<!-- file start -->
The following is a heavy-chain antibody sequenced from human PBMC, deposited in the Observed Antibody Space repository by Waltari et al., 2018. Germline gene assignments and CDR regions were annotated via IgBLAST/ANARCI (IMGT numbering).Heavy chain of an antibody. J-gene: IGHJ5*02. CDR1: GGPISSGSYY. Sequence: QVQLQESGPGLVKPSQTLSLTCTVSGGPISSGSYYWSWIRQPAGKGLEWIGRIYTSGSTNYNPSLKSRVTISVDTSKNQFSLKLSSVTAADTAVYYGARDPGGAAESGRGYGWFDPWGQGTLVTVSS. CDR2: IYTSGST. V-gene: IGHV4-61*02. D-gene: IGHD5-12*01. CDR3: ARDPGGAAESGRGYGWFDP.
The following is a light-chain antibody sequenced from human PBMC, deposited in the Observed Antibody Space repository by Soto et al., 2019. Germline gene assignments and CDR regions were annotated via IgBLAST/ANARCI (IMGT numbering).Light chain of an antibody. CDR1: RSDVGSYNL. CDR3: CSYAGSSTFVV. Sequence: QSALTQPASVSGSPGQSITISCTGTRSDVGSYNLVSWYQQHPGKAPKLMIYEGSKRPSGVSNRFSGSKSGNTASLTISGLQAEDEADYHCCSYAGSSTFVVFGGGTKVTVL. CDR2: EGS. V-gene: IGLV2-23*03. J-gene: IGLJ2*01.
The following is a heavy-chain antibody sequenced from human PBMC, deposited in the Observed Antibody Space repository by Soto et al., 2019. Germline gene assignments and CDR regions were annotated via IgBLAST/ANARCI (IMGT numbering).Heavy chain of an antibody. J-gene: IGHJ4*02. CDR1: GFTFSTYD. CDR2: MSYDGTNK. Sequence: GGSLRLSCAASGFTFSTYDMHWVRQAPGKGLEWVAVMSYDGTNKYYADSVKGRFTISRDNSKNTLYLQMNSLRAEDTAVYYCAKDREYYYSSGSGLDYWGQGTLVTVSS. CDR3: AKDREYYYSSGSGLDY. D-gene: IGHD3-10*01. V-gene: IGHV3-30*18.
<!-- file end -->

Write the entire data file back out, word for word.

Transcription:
The following is a heavy-chain antibody sequenced from human PBMC, deposited in the Observed Antibody Space repository by Waltari et al., 2018. Germline gene assignments and CDR regions were annotated via IgBLAST/ANARCI (IMGT numbering).Heavy chain of an antibody. J-gene: IGHJ5*02. CDR1: GGPISSGSYY. Sequence: QVQLQESGPGLVKPSQTLSLTCTVSGGPISSGSYYWSWIRQPAGKGLEWIGRIYTSGSTNYNPSLKSRVTISVDTSKNQFSLKLSSVTAADTAVYYGARDPGGAAESGRGYGWFDPWGQGTLVTVSS. CDR2: IYTSGST. V-gene: IGHV4-61*02. D-gene: IGHD5-12*01. CDR3: ARDPGGAAESGRGYGWFDP.
The following is a light-chain antibody sequenced from human PBMC, deposited in the Observed Antibody Space repository by Soto et al., 2019. Germline gene assignments and CDR regions were annotated via IgBLAST/ANARCI (IMGT numbering).Light chain of an antibody. CDR1: RSDVGSYNL. CDR3: CSYAGSSTFVV. Sequence: QSALTQPASVSGSPGQSITISCTGTRSDVGSYNLVSWYQQHPGKAPKLMIYEGSKRPSGVSNRFSGSKSGNTASLTISGLQAEDEADYHCCSYAGSSTFVVFGGGTKVTVL. CDR2: EGS. V-gene: IGLV2-23*03. J-gene: IGLJ2*01.
The following is a heavy-chain antibody sequenced from human PBMC, deposited in the Observed Antibody Space repository by Soto et al., 2019. Germline gene assignments and CDR regions were annotated via IgBLAST/ANARCI (IMGT numbering).Heavy chain of an antibody. J-gene: IGHJ4*02. CDR1: GFTFSTYD. CDR2: MSYDGTNK. Sequence: GGSLRLSCAASGFTFSTYDMHWVRQAPGKGLEWVAVMSYDGTNKYYADSVKGRFTISRDNSKNTLYLQMNSLRAEDTAVYYCAKDREYYYSSGSGLDYWGQGTLVTVSS. CDR3: AKDREYYYSSGSGLDY. D-gene: IGHD3-10*01. V-gene: IGHV3-30*18.